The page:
was replaced by another little girl.
Looking back at how we celebrated
Christmas in years past, today in many
ways we are not only diminishing the
meaning of Christmas, but the passion as
well. The current emphasis on celebrating
for celebration's sake offers a full dose of
instant gratification that is short-lived and
essentially meaningless. How fortunate are
those who recognize Christmas as more
than simply a seasonal celebration, but as a
time to experience renewed faith and
rededication and genuinely celebrate
family, tradition and the birth of Christ.
Merry Christmas to all, and God bless
us every one.


Letters to the Editor
should be brief and to
the point, typed, if
possible, and double-
spaced. Letters may be
shortened due to space
constraints.
Letters must be
signed and include the
writer's address and
phone number to be
considered for
publication.
Letters are subject to
editing. Generally, only
one letter from the same
writer \will be printed
each issue.

Bv Mail:
Editor. Al/achma Count '
Todayv.P.O. Box 2135.
Alachua. FL 32616

By Fax:
(386) 462-4569

Bv E-Mail:
editor(, alachuatoday.com


Ron Paul on war















AC opyrighted Material



Syndicated Content


Available from Commercial News Providers"


tLU"


- -






ALACHUA COUNTY TODAY CIME STOPPERS MOST WANTED THURSDAY, DECEMBER 20, 2007 A7


POLICE REPORTS


Alachua Police Department
The information below has been
compiled based on a police report
provided by the Alachua Police
Department.
Today Staff Report


Teen arrested
aggravated assault
*On Dec. 14, 2007
p.m., Alachua
Department (APD)


at 7:35
Police
officers


responded to a disturbance in
the area of NW 145th Avenue
and NW 135th Terrace.
Officers made contact with a
16-year-old male with


obvious signs that he had
been involved in a physical
altercation.
APD reports that the
investigation revealed that
the 16-year-old was attacked
by Chanci Miller, 18 years
old, and two other 15-year-
old juveniles. During the
attack, Miller was alleged to
have pointed a small handgun
at the victim and told him not
to involve the police.
It was further reported
that Miller and the two other
males fled the area. On Dec.
15, 2007 an off duty APD


officer observed Miller inside
the CVS drugstore. The
officer identified himself as a
police officer and attempted
to detain Miller, who then
escaped by pushing the
officer. Miller turned himself
in early Monday morning on
Dec. 18, 2007 and was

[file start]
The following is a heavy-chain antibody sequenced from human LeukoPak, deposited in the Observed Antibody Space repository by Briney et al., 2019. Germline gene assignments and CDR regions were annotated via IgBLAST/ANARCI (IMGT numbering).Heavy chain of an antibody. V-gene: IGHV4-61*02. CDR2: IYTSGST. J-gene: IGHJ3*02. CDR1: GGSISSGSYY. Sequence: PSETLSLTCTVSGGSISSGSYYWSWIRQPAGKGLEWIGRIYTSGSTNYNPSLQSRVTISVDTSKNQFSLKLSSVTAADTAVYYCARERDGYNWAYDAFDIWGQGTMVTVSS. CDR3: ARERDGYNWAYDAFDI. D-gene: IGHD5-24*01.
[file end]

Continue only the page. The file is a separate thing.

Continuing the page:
charged with Resisting Arrest
with Violence, Aggravated
Assault, and Battery. The
two other juveniles involved
in the incident are being
charged with Battery.
*


High Springs Police
Department
The information below
has been compiled based on
police reports provided by the
High Springs Police
Department.
Today StaffReport
*Ken Sinder, owner of the
Subway at 19975 NW 244th
Street in High Springs,
reported to police that the
business was burglarized
during the early morning
hours of Dec. 5. The burglary
is still under investigation.
*On Dec. 8 at 10:14 p.m.,
High Springs Police
Department officers
conducted a routine traffic
stop at the 200 block of SW


2nd Avenue. According to
police, David Nobles, a 21-
year-old High Springs
resident, was driving a 1988
Dodge Ram 35 miles per hour
in a 25 mile per hour zone.
Nobles was arrested and
charged with possession of
crack cocaine, and was
transported to the Alachua
County Jail.
*High Springs resident Alvin
Paxton reported to police that
his bic cle was stolen
between Dec. 9 and Dec. 10 at
his residence.
'Between Dec. 9 and Dec. 10,
blankets were stolen fiori the
Family Dollar at 205 NWN
Santa Fe Boulevard. Police
are still investigating. and
there are no suspects at this


time.
*On Dec. 7 at 2:38 p.m., 53-
year-old Gainesville resident
James Edgel was arrested for
possession of drug
paraphernalia after he tossed a
crack pipe into the grass while
being interviewed by police at
10 North Main Street in High
Springs.
*Nineteen-year-old High
Springs resident Elnora
Jones reported to police that
while she was talking in the
23300 block of NW 178
Place, a chicle stopped
alongside her. She reported
that a female passenger got
out and threatened to harm
her. The passenger then got
back into the vehiclee and left
the area.


Crime Stoppers Most


Sponsoredb(,1Ii U I C N-IME STOPPERS N."AN CRIME A
j ON t-l~l


SA message from the desk of



Sheriff Sadie Darnell


Discriminating against
someone because of his or her race,
religious background, or other
qualities is wrong. You can do
something to stop violence and
prejudice. You can work to change
attitudes.
Adults can set a good example
by showing respect for others
through actions, attitudes and
remarks. They can organize forums


Putting a stop to hate crime


to examine possible sources of
bigotry and hate violence in the
community and brainstorm
preventative actions, raise public
awareness that bias-motivated
incidents are crimes and should be
reported to law enforcement,
support training in identifying and
responding to bias-motivated crime
for police and sheriffs departments,
and offer support to a co-worker or
neighbor who has been a victim of


a bias-motivated crime.
Young people can start a
conflict resolution program in their
school, say hello to, and have a
conversation with, someone who
may appear different from them.
They can also reject all stereotypes